Recently, as a client left my office after a session she said, “I feel like I left a whole bunch of baggage, but they’re nice baggage, Samsonite baggage.”
It was a striking image for me. Most of us don’t like our personal or emotional baggage—our painful memories of the past, our history of relationships gone wrong, or experiences of bullying or abuse. The very term “baggage” in this context implies that it is nasty stuff that we’d rather pack away, and we’re working hard to keep it relegated to the past and out of our present or future.
We often see counselling as a place to work through some of our baggage, preferring to unload it and leave it behind us. But I’ve never thought of the possibility that such baggage could be described as “nice” or have value like the top quality Samsonite kind.
But the more I think of it, the more this makes sense. Much of the time, our past experiences—even the painful ones—do have value to us. Rarely is life 100% bad—usually there are some precious and tender memories mixed in with the painful or distressing ones.
Out of negative experiences we sometimes receive gifts of resilience and strength that we might not have otherwise developed.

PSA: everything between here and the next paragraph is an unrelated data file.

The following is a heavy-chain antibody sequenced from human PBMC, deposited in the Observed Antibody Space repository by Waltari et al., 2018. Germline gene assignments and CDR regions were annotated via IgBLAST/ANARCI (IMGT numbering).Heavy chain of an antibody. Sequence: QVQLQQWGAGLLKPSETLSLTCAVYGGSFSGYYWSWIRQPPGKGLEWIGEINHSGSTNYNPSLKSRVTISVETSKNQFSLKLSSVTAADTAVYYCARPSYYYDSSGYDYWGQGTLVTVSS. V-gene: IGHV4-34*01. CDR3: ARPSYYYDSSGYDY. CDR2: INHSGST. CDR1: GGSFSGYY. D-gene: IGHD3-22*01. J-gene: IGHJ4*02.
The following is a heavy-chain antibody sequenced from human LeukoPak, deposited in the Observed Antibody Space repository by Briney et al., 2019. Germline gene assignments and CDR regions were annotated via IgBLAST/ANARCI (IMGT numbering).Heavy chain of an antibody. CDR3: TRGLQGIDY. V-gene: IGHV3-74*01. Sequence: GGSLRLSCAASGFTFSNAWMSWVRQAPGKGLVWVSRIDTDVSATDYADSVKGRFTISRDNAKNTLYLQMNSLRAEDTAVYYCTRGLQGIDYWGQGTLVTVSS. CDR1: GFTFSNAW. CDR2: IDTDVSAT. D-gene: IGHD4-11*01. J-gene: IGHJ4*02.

And even the most painful, negative experiences have value, even if only in showing us what we can survive. And acknowledging this—that we have survived, and perhaps grown through our traumas and past pain—means treating our baggage with dignity, honouring the gifts it has given us, no matter how small, and valuing our pasts rather than discarding them without respecting them.
We may have been in conversations or relationships where our past and the effects of the past have not been treated with the honour and care they deserve. Perhaps we were told to “get over it” or criticized for having baggage at all.
At times the raw spots we have from the past get triggered in current relationships and we find ourselves flaring up or appearing to overreact. Yet knowing the roots of our reactions and the way they trigger feelings from the past can be so helpful. They help us know what is going on, and help our partners, friends and family members to understand where our personal landmines or raw spots are. And that involves curiosity about and respect for our baggage.
When partners or family members become more attuned to our needs, more conscious about what they say or do that triggers us, and respond with compassion, reassurance, and future efforts to avoid evoking that past pain—they are respecting our baggage. Which helps us heal.
To some extent, we all have baggage. How nice to be reminded that it has value.
Susan Winter Fledderus is a Clinical Therapist with Shalem Mental Health Network